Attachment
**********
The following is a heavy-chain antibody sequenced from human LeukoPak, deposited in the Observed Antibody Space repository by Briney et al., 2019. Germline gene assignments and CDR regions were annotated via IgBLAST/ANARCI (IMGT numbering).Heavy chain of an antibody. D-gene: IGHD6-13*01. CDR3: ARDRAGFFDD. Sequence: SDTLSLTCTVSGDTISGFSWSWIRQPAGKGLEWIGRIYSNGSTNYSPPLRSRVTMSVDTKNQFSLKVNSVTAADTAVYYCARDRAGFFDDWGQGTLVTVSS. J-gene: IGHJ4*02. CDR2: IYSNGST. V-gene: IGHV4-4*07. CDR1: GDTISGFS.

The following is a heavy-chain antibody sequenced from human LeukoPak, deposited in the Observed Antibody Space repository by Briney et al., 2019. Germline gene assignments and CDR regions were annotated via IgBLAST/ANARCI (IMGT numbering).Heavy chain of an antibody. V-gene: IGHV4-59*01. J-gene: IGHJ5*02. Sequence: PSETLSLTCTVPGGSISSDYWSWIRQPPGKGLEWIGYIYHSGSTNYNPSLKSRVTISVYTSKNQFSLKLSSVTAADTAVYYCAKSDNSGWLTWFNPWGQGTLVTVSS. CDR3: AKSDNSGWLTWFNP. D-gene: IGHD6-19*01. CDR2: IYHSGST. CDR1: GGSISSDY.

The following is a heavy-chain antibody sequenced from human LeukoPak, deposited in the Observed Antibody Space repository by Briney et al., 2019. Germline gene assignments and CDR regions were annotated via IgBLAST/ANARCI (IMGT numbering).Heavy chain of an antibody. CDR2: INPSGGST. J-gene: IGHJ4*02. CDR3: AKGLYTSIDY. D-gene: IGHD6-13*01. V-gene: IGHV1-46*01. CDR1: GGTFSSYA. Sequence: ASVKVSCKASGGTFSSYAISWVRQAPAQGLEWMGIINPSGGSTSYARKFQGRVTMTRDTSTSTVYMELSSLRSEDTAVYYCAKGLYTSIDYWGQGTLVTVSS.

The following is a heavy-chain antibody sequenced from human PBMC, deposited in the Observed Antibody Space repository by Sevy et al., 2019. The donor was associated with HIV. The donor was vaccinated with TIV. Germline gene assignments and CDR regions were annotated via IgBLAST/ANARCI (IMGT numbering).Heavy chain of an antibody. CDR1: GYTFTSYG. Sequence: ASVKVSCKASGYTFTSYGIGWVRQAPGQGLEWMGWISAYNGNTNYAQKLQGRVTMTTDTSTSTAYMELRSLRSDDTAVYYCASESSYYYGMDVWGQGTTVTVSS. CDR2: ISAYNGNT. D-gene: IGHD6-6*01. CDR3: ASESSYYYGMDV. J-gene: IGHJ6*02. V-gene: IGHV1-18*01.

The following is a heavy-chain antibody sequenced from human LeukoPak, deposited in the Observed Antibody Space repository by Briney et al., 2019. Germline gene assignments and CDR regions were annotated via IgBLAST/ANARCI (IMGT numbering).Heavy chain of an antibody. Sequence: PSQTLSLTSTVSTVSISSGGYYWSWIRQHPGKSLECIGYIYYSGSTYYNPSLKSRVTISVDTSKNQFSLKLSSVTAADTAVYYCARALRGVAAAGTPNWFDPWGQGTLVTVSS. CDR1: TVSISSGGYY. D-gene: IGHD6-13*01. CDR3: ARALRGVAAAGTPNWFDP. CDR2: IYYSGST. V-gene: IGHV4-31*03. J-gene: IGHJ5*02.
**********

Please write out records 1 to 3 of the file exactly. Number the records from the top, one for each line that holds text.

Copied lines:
The following is a heavy-chain antibody sequenced from human LeukoPak, deposited in the Observed Antibody Space repository by Briney et al., 2019. Germline gene assignments and CDR regions were annotated via IgBLAST/ANARCI (IMGT numbering).Heavy chain of an antibody. D-gene: IGHD6-13*01. CDR3: ARDRAGFFDD. Sequence: SDTLSLTCTVSGDTISGFSWSWIRQPAGKGLEWIGRIYSNGSTNYSPPLRSRVTMSVDTKNQFSLKVNSVTAADTAVYYCARDRAGFFDDWGQGTLVTVSS. J-gene: IGHJ4*02. CDR2: IYSNGST. V-gene: IGHV4-4*07. CDR1: GDTISGFS.

The following is a heavy-chain antibody sequenced from human LeukoPak, deposited in the Observed Antibody Space repository by Briney et al., 2019. Germline gene assignments and CDR regions were annotated via IgBLAST/ANARCI (IMGT numbering).Heavy chain of an antibody. V-gene: IGHV4-59*01. J-gene: IGHJ5*02. Sequence: PSETLSLTCTVPGGSISSDYWSWIRQPPGKGLEWIGYIYHSGSTNYNPSLKSRVTISVYTSKNQFSLKLSSVTAADTAVYYCAKSDNSGWLTWFNPWGQGTLVTVSS. CDR3: AKSDNSGWLTWFNP. D-gene: IGHD6-19*01. CDR2: IYHSGST. CDR1: GGSISSDY.

The following is a heavy-chain antibody sequenced from human LeukoPak, deposited in the Observed Antibody Space repository by Briney et al., 2019. Germline gene assignments and CDR regions were annotated via IgBLAST/ANARCI (IMGT numbering).Heavy chain of an antibody. CDR2: INPSGGST. J-gene: IGHJ4*02. CDR3: AKGLYTSIDY. D-gene: IGHD6-13*01. V-gene: IGHV1-46*01. CDR1: GGTFSSYA. Sequence: ASVKVSCKASGGTFSSYAISWVRQAPAQGLEWMGIINPSGGSTSYARKFQGRVTMTRDTSTSTVYMELSSLRSEDTAVYYCAKGLYTSIDYWGQGTLVTVSS.